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On Making a National Record - Part 3

Part three in a four-part series of half marathon national record holder Hitomi Niiya and coach Masato Yokota answering questions about her training. Part one here and part two here.

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Q. Looking through the questions you received, a lot of people thought you were setting the bar pretty high with the two starting points you mentioned earlier.

Coach: The kind of person with the mentality to pull them off is someone you have to be careful around.

Niiya: Around the end of October coach told me over dinner, "You're going for the NR in the half." I already knew I'd do a half over the winter to work on strengthening my legs, like when I did a guest run at the Minato City Half Marathon in December, but it seemed like coach had positioned it as a national record shot. I asked him, "Are you serious?" He said he knew we thought differently, but after that I tried to do all my training with full awareness of what we were going for.

Q. Did you feel like you could get the job done physically and mentally within the three months you had?

Niiya: Given my personality, I thought it was enough time. I'm not very good at staying focused on something for a long time. Three months was plenty.

Coach: After we published the training diary there were a lot of comments that the frequency of the sessions was high. Did you think it actually was?

Niiya: Nah.

Coach: Right? [both laugh]

Niiya: Compared to the 5000 m and 10000 m, you don't really see people falling down after they finish a marathon or half, do you? The finish in those races isn't the kind where you breathe so hard you collapse. To be honest, doing the half training I always felt like I was holding back. For someone like me who always kills it in training, that was a good thing. I didn't have to worry about suffering like in a 5000 m or 10000 m, so a little tiny part of me liked it. [laughs]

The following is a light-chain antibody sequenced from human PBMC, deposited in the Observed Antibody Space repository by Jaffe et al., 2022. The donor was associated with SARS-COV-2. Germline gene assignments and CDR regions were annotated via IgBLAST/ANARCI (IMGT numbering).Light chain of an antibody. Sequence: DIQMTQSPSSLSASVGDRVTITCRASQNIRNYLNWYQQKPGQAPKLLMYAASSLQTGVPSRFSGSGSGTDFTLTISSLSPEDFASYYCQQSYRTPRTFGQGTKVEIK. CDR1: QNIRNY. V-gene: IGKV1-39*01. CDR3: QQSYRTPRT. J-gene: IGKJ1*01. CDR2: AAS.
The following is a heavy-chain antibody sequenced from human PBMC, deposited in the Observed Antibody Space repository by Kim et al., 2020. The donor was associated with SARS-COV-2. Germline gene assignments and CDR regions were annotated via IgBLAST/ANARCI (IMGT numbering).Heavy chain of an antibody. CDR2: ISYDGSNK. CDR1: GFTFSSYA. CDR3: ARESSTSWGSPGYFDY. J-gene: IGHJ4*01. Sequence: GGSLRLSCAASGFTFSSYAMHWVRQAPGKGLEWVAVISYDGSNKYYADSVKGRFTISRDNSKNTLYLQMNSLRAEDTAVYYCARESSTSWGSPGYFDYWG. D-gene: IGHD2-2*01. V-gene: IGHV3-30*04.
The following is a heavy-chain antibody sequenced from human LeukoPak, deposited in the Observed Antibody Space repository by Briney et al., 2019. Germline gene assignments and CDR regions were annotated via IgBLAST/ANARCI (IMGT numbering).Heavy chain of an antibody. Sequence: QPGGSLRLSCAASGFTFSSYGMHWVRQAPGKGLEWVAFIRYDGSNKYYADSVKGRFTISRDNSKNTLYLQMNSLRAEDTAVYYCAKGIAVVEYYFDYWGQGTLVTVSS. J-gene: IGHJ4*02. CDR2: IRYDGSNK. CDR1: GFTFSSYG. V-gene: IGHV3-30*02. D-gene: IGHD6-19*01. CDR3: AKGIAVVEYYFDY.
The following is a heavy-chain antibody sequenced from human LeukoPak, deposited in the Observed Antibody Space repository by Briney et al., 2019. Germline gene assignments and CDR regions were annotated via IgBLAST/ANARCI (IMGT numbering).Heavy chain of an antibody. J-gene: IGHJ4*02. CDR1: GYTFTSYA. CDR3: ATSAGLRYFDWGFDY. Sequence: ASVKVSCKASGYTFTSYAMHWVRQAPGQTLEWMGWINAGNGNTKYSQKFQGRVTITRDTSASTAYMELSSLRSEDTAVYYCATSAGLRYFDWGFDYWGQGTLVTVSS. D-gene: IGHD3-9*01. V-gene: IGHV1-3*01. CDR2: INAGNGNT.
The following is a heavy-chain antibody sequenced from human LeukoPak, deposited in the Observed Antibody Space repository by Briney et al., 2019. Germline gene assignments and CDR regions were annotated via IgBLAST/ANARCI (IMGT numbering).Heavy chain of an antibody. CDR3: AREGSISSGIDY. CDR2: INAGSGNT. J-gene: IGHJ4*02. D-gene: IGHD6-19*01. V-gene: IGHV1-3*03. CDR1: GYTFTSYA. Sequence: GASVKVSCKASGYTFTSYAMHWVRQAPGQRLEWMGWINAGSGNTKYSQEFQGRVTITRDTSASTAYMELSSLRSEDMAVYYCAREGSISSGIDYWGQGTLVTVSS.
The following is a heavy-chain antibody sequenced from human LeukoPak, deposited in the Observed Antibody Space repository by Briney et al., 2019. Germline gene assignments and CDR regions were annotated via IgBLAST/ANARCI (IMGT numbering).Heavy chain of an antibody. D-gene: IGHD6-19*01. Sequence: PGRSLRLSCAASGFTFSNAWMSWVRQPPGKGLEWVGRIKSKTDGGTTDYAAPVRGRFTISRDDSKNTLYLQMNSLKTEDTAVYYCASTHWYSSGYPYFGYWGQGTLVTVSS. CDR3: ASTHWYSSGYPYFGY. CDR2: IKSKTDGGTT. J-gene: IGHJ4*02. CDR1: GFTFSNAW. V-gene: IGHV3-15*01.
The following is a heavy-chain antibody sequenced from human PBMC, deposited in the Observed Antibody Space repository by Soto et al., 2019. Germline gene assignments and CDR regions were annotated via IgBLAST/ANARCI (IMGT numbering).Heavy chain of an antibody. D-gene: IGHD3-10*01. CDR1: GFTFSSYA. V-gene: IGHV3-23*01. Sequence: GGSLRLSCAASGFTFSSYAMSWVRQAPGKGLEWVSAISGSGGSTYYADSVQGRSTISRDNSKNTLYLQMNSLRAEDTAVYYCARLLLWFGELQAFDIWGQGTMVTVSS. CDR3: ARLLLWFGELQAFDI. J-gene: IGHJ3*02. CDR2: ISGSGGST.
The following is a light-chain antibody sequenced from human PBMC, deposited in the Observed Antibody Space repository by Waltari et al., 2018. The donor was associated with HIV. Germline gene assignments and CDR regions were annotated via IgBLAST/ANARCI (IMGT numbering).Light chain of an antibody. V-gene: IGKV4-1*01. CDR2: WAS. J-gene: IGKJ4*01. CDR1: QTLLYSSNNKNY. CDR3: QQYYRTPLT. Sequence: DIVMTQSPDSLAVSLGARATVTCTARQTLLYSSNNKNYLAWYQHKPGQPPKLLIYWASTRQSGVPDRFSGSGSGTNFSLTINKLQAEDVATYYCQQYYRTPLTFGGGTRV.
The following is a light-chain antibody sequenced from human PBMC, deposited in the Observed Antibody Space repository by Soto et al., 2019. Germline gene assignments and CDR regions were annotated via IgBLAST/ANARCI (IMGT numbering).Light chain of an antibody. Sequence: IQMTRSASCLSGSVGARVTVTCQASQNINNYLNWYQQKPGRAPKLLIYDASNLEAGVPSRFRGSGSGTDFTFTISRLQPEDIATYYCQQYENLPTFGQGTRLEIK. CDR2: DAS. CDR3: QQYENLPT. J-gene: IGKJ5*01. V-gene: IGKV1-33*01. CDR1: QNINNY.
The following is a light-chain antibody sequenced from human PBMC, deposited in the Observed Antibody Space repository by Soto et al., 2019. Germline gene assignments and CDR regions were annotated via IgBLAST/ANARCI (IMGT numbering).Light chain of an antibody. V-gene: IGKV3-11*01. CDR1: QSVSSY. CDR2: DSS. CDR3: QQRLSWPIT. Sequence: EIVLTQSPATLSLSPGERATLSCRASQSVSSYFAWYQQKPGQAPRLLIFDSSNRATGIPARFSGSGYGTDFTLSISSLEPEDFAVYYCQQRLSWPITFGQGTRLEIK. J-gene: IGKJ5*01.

Q. Does that mean you of all people don't like the 5000 m and 10000 m because they're hard?

Niiya: They're hard, yeah. But that doesn't mean I want to move from the track to running half marathons and marathons. No way. There's no way I want to keep running for more than two hours. [laughs] It was a mistake to start running to begin with. For some reason I put up my hand for the track and field club, but when I was in junior high school I should have become a loyal member of the go straight home from school club.

Q. Can you talk about some of the other responses you got to the training program?

Coach: A lot of people wanted to know the weekly mileage.

Niiya: I don't keep a training log, but I figure I run about 200 km a week. 800 km a month. Friday afternoons are off, so I do some strength training and a 15 km jog. Since there's no strength training on Sundays I find the time to run 20 km. Altogether it adds up to 29~30 km a day, about 200 km a week.

The right mileage is different for everyone, and there are probably people who can run for real without doing 200 km a week. You can't really say that that kind of mileage is totally essential. That was just the mileage that worked for me. Even right after actually doing the half my legs were fine. I still had a little more in me.

Coach: The weekly distance was 200 km, but there was some flexibility built in. Only running once on Fridays and Sundays etc. Niiya decided the distance and pace for those, not me. The important thing was not to go hard every day but to build in some room for rest. There were two key workouts a week. For us workouts didn't include long runs and pace runs.